Because there is a relationship between BDD and serotonin levels and 5HT activity, SSRIs, which are used in the treatment of depression, are appropriate in the treatment of BDD, says Dr. Vashi, adding that physicians should obtain the history of medication use from the patient before prescribing the patient an SSRI.

“It has clearly been shown that BDD responds to neurotransmitter changes, specifically the SSRIs,” says Dr. Vashi. “Higher doses (of SSRI’s), however, are needed to treat BDD than for the treatment of MDD (major depressive disorder). It is best to start with a lower dose and gradually increase to a higher dose.”

In particular, research points to escitalopram and citalopram as effective pharmacotherapies in the treatment of patients with BDD. “Patients given these particular SSRIs showed earlier response rates and higher improvement scores," according to Dr. Vashi.

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Patients with BDD may need to take an SSRI for an extended period of time, says Dr. Vashi. “There is a high relapse rate. Chances are patients will be on one (SSRI) for a long time.”

BDD patients can also experience comorbid illness, with 75% having a lifetime prevalence of comorbid depression, says Dr. Vashi.

Dermatologists have not expressed comfort with prescribing psychopharmacological treatment such as SSRIs. Indeed, only 11% expressed that they would be comfortable with prescribing an SSRI to a patient with BDD, and 72% stating that had never prescribed an SSRI.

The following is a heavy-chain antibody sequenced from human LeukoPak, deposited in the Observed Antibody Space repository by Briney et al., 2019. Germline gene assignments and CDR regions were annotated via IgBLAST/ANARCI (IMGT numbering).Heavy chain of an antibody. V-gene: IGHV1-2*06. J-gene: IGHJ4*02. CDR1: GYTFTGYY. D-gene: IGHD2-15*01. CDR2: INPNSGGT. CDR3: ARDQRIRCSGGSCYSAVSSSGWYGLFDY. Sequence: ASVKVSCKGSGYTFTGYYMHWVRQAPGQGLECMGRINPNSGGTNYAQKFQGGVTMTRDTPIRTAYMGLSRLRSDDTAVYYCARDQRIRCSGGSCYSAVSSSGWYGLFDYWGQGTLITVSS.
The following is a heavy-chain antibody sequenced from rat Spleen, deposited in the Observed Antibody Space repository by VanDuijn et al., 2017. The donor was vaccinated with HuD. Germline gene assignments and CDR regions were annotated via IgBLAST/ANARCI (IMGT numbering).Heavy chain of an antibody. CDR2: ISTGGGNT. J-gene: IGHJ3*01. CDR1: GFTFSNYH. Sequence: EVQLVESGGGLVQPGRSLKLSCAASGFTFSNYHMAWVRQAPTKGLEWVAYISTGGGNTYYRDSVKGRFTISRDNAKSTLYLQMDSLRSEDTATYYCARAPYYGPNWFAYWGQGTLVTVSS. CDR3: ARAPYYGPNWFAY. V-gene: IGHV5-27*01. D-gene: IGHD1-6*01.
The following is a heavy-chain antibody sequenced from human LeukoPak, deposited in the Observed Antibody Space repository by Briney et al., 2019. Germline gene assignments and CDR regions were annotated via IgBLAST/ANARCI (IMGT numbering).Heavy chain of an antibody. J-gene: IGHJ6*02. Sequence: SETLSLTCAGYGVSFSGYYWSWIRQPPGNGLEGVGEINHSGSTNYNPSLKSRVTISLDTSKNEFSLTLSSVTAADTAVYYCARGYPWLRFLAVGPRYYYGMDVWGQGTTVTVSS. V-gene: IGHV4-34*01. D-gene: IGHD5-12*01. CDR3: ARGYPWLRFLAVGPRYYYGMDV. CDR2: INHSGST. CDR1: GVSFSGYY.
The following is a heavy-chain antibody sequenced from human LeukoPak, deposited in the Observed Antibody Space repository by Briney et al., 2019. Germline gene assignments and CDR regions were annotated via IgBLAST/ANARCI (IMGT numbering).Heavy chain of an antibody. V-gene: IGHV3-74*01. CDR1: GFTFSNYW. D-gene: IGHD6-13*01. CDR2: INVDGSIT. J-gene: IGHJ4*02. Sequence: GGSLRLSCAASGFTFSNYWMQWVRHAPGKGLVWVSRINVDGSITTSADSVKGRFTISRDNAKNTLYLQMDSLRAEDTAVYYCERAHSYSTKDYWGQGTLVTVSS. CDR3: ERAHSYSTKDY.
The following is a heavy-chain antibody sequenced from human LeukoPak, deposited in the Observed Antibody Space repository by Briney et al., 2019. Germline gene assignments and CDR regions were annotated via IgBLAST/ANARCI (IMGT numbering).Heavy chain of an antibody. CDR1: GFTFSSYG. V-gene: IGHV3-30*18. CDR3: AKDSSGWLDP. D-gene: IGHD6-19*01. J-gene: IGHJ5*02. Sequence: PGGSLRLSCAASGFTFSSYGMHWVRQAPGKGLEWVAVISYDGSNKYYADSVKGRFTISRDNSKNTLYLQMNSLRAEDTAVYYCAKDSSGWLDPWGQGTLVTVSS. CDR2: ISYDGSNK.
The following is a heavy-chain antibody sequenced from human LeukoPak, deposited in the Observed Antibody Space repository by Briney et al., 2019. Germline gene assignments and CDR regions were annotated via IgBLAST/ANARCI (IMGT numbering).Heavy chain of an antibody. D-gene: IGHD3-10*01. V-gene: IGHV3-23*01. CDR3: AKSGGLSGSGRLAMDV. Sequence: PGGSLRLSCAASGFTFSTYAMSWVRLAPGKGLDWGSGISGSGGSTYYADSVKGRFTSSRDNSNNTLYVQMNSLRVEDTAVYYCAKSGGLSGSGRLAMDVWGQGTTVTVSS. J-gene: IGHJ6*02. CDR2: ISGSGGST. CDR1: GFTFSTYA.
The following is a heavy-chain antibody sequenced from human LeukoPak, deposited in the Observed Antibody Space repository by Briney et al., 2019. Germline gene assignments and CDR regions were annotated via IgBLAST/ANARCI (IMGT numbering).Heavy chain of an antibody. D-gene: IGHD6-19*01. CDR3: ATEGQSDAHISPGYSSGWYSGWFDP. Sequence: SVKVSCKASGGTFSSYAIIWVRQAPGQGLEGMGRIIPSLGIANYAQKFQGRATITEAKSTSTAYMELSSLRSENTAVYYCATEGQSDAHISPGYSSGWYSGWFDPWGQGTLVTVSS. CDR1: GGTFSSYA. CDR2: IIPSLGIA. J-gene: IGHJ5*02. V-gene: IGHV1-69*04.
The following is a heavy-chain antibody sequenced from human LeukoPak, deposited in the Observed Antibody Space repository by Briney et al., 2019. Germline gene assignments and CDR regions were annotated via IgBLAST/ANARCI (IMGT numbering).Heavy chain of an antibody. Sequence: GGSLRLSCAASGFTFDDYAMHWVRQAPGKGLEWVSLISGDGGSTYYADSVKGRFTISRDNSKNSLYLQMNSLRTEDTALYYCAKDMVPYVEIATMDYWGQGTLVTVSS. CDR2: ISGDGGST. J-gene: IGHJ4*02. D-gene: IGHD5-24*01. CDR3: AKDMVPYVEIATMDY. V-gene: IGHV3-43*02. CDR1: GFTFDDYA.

The consequences of not effectively treating BDD can be grave: the completed suicide rate of patients with BDD is 37 times higher than the general population. Nearly one in four patients with BDD (22% to 24%) has a history of suicide attempts.    

If a dermatologist does opt to refer a patient with BDD to a mental-health professional for CBT, it is wise for the dermatologist to follow up with that patient to evaluate that the patient received treatment and symptoms were improved, says Dr. Vashi.

 

Disclosures: Dr. Vashi recently acted as lead author and editor of Beauty and Body Dysmorphic Disorder.

 

BDD stats at a glance:

90% of patients with BDD who undergo a procedure to correct a perceived defect report that their symptoms remain unchanged or are worse following the procedure.

The completed suicide rate of patients with BDD is 37 times higher than the general population.

22% of BDD patients has a history of suicide attempts.

The average age at which patients with BDD are diagnosed is 34, but the mean age of onset is 16 to 17, suggesting a pattern of delay in diagnosis.

While BDD presents in 0.7% to 2.4% of individuals in the general population, it is more common in dermatology practices, with 9% to 14% of dermatology patients presenting with BDD.

The ratio of males to females who present with BDD is equal.

8% have a first-degree relative who has the disorder.

Up to 39% of patients are delusional.

75% having a lifetime prevalence of comorbid depression.

Only 11% of dermatologists expressed that they would be comfortable with prescribing an SSRI to a patient with BDD.